Impact of VOCs on Plant Internal ROS/RNS Signaling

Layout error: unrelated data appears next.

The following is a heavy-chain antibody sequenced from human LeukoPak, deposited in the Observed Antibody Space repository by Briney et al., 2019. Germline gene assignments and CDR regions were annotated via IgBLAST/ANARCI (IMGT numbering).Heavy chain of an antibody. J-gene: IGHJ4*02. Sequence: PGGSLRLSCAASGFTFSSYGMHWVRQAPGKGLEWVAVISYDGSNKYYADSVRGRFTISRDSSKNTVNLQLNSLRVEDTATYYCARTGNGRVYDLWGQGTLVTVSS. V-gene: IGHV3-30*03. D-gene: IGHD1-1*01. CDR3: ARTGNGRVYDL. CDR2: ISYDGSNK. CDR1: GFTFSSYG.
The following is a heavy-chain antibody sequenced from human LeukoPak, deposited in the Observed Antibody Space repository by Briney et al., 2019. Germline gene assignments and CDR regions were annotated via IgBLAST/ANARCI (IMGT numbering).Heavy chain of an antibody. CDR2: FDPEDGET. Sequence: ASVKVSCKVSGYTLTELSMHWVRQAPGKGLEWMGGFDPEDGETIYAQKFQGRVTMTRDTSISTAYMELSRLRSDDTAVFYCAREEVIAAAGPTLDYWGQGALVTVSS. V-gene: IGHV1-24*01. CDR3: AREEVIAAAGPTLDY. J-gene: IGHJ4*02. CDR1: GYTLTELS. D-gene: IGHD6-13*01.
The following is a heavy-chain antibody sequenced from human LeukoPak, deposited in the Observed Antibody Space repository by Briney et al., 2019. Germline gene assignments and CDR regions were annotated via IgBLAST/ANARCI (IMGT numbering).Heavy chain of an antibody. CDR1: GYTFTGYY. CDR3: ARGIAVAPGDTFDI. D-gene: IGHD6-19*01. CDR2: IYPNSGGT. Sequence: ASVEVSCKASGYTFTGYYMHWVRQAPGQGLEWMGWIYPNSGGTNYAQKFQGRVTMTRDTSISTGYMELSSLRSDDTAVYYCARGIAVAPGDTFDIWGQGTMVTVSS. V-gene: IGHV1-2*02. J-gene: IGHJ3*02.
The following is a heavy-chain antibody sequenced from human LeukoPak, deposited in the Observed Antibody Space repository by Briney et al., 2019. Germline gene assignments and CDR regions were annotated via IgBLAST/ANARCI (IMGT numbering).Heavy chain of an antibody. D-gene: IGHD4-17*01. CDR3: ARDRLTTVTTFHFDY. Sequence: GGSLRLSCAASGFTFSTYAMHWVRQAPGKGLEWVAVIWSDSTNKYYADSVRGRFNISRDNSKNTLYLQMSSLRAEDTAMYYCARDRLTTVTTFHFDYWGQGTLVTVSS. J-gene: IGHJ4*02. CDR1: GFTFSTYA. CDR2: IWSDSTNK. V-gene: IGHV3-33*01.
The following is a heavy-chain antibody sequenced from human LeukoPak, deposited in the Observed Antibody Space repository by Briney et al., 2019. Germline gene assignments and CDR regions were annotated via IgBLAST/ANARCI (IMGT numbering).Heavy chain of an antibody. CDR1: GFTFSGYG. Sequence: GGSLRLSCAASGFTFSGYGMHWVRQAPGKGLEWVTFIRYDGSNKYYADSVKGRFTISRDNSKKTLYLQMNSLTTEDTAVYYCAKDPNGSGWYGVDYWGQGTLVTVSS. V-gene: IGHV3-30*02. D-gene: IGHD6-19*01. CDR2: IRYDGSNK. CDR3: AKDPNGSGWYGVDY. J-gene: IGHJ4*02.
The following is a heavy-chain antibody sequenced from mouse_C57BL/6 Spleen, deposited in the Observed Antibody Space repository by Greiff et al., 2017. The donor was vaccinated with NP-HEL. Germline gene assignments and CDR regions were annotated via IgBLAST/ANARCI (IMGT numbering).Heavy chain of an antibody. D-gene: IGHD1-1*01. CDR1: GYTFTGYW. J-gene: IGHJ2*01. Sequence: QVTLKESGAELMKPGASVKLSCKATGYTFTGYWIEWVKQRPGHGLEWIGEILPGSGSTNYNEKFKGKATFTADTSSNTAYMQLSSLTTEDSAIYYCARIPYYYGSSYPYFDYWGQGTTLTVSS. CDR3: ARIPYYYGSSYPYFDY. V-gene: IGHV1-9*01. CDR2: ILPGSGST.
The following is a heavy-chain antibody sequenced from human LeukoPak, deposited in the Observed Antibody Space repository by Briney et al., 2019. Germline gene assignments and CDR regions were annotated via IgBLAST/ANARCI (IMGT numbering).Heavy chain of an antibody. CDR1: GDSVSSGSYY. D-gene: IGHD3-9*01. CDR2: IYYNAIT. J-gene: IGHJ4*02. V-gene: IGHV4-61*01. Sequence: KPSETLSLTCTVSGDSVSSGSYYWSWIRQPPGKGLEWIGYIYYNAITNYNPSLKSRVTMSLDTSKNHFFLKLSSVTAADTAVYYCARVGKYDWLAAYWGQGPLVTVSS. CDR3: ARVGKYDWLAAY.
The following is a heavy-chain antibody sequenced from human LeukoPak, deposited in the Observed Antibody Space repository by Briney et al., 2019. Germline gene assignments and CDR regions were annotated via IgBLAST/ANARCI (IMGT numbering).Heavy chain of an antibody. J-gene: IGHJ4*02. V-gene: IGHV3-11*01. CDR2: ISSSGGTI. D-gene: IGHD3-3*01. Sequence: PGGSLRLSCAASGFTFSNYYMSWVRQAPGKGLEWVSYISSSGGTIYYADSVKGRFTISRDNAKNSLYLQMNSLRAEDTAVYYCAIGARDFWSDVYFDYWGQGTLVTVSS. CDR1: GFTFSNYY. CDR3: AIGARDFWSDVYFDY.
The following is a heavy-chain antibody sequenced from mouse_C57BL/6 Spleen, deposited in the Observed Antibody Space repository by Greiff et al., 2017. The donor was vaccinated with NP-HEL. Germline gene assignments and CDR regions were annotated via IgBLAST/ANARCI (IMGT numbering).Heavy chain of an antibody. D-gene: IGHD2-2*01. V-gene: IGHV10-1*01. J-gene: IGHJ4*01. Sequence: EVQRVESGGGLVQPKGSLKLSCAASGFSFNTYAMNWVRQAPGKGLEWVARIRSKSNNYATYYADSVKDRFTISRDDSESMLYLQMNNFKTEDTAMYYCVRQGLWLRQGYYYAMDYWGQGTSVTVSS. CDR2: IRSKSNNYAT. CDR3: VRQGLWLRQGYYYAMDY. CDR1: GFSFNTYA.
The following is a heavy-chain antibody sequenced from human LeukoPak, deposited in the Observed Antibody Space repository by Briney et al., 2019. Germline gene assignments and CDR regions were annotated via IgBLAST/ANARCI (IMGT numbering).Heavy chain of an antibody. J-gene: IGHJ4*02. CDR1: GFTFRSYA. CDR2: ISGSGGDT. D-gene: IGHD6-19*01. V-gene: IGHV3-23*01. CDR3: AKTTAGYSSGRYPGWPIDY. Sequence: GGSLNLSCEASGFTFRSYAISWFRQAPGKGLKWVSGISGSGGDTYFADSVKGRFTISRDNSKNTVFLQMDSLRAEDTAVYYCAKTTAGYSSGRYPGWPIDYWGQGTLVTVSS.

Volatile terpenes, such as isoprene, mono- and sesquiterpenes, emitted under various environmental conditions by plants react very rapidly with reactive oxygen species (ROS, i.e. ozone and OH') in the atmosphere. Rising evidence indicates that these molecules - before becoming evaporated - also react intracellularly with ROS (e.g. H2O2) and reactive nitrogen species (RNS, i.e. NO) influencing lifetime and concentration of these plant internal signaling molecules. Although the contours of isoprenes' (similar to some monoterpenes) functioning in plants becomes more clearly, we are far away understanding the detailed mechanism. The present project makes use of existing transgenic Arabidopsis and poplar mutants altered in isoprene emission. With these lines we will answer the following questions: (i) Are the observed metabolic shifts in emitting vs. non-emitting plants due to changed C-allocation patterns or result from impairment of signaling cascades involving ROS/RNS intermediates? (i) Which role isoprene plays in plants' adaptation to abiotic stress, as i.e. drought, UV-B radiation, or chilling? (iii) Does isoprene emission in poplar contribute to priming (pre-adaptation) prior subsequent stress events?